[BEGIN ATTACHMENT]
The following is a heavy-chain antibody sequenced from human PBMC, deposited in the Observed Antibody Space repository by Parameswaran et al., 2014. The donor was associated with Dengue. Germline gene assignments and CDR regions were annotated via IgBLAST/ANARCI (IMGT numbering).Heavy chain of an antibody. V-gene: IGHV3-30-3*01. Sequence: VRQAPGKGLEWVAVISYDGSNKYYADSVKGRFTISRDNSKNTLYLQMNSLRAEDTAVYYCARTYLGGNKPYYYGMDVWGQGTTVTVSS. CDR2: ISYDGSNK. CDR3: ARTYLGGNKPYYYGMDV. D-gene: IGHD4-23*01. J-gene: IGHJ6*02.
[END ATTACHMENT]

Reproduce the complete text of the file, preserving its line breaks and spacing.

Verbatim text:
The following is a heavy-chain antibody sequenced from human PBMC, deposited in the Observed Antibody Space repository by Parameswaran et al., 2014. The donor was associated with Dengue. Germline gene assignments and CDR regions were annotated via IgBLAST/ANARCI (IMGT numbering).Heavy chain of an antibody. V-gene: IGHV3-30-3*01. Sequence: VRQAPGKGLEWVAVISYDGSNKYYADSVKGRFTISRDNSKNTLYLQMNSLRAEDTAVYYCARTYLGGNKPYYYGMDVWGQGTTVTVSS. CDR2: ISYDGSNK. CDR3: ARTYLGGNKPYYYGMDV. D-gene: IGHD4-23*01. J-gene: IGHJ6*02.